The country’s chief pharmaceutical officer Keith Ridge has been asked to look into instances of “patients taking multiple medicines unnecessarily”, as part of a Department of Health and Social Care (DH) bid to curb over-prescribing in the NHS, it announced on Saturday (December 8).
The DH expects to launch the review next year, with feedback expected in 2020, and Dr Ridge will decide the scope of the review based on the issues he has been asked to address, it told C+D this morning.
This includes creating a more efficient handover process between primary and secondary care, “for example, ensuring GPs have the data they need and feel able to challenge and change prescribing made in hospitals”.
Dr Ridge will also look at improving management of patients on repeat prescriptions to ensure they “don’t remain stuck” on prescriptions that are no longer needed and will encourage other forms of care, including social prescribing, the DH explained.
Medicines spending rises 5% a year
The DH estimated that total NHS spending on medicines in England has grown by around 5% a year – from £13 billion in 2010-11 to £18.2bn in 2017-18. Around 1.1 billion prescription items are dispensed by GPs and pharmacists a year, it added.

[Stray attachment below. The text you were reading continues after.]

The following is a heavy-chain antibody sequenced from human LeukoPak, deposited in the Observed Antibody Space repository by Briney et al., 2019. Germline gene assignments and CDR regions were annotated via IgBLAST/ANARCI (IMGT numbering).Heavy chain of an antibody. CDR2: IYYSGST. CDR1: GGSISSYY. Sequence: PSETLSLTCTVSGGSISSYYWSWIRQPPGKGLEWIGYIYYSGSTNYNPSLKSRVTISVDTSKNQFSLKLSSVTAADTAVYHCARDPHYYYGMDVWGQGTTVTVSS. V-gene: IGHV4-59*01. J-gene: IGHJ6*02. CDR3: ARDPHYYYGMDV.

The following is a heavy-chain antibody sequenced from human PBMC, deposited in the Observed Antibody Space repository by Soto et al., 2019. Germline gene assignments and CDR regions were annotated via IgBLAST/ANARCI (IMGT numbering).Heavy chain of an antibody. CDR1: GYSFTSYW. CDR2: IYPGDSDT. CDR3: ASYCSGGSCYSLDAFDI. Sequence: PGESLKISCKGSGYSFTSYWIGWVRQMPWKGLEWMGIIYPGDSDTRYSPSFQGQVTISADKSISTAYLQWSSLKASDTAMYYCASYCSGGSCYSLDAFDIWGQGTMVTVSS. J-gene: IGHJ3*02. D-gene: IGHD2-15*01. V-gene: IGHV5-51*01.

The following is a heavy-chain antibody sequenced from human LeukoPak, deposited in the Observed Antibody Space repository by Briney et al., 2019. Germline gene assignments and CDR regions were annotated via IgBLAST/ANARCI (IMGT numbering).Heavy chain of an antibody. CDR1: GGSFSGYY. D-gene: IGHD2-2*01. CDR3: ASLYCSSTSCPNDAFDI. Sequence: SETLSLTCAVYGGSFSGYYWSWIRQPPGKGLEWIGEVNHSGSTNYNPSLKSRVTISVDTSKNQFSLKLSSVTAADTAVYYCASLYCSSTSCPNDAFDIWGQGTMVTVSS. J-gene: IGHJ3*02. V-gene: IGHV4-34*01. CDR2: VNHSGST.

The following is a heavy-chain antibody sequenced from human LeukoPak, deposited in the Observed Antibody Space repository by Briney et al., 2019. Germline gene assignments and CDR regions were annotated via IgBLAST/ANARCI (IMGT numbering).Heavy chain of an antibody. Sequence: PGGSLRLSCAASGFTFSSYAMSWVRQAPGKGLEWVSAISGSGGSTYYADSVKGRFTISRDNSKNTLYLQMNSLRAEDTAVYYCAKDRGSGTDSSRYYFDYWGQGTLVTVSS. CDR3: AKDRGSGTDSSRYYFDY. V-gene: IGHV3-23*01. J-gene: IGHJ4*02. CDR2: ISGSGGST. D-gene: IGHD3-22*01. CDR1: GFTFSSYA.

The review will focus on patients that may be most at risk of adverse effects from overprescribing, including older patients who are often taking several different medicines to manage complex conditions, the DH said.
Announcing the review, health secretary Matt Hancock said: “As we invest an extra £20.5bn a year into our NHS, we want to empower doctors and pharmacists to use the data available to ensure patients get the medicines they need and stop taking those that no longer benefit them.
“We also need to back our GPs to move towards alternatives such as social prescribing, so we can offer more tailored healthcare that focuses on prevention,” he added.
Dr Ridge said: “Doctors, pharmacists and patients need to work together to ensure people are on the right medicines, for the right amount of time.”
RPS: Review must harness pharmacists’ skills
Commenting on the review, Royal Pharmaceutical Society (RPS) English board chair Sandra Gidley said the review should “harness the skills of pharmacists in all care settings, from community to care homes and from GP practices to hospitals”.
“As people are living longer, often with complex and multiple conditions, the role of pharmacists in reviewing people’s medicines and ensuring they are on the most appropriate medicines for their conditions will become increasingly important,” she added.
“By working closely with other health professionals, this initiative will help to make sure that patients are taking the right medicines at the right time and not taking medicines they do not need.”
Earlier this year, C+D clinical editor Kristoffer Stewart spoke to Alpana Mair, head of effective prescribing and therapeutics at the Scottish government, to find out what polypharmacy is and how community pharmacy teams can help reduce the medicines burden for their patients.
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